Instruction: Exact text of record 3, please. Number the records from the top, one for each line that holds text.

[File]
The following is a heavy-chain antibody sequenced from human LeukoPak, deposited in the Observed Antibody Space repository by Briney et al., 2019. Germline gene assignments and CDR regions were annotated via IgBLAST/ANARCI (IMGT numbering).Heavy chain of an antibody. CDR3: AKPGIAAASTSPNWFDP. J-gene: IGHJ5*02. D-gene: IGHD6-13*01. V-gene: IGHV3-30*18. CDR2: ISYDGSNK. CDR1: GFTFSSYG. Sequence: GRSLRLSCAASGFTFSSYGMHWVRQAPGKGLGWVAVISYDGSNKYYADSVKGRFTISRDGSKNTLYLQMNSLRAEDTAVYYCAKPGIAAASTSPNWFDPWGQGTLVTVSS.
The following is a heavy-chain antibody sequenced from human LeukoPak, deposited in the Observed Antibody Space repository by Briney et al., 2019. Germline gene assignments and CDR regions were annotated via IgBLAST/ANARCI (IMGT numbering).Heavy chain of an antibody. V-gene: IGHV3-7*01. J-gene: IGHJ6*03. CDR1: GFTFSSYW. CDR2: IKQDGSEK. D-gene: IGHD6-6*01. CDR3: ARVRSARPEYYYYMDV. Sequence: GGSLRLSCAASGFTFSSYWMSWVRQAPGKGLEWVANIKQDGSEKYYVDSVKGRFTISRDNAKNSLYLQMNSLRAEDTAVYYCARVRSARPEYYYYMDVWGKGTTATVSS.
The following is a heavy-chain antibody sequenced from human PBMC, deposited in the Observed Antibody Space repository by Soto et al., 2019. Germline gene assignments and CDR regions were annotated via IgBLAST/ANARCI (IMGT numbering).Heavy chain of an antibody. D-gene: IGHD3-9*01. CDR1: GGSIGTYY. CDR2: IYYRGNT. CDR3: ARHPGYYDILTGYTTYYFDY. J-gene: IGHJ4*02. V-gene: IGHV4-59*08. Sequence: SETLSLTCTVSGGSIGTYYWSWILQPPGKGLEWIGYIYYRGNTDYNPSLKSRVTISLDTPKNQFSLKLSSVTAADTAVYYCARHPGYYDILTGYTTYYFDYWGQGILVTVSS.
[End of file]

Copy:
The following is a heavy-chain antibody sequenced from human PBMC, deposited in the Observed Antibody Space repository by Soto et al., 2019. Germline gene assignments and CDR regions were annotated via IgBLAST/ANARCI (IMGT numbering).Heavy chain of an antibody. D-gene: IGHD3-9*01. CDR1: GGSIGTYY. CDR2: IYYRGNT. CDR3: ARHPGYYDILTGYTTYYFDY. J-gene: IGHJ4*02. V-gene: IGHV4-59*08. Sequence: SETLSLTCTVSGGSIGTYYWSWILQPPGKGLEWIGYIYYRGNTDYNPSLKSRVTISLDTPKNQFSLKLSSVTAADTAVYYCARHPGYYDILTGYTTYYFDYWGQGILVTVSS.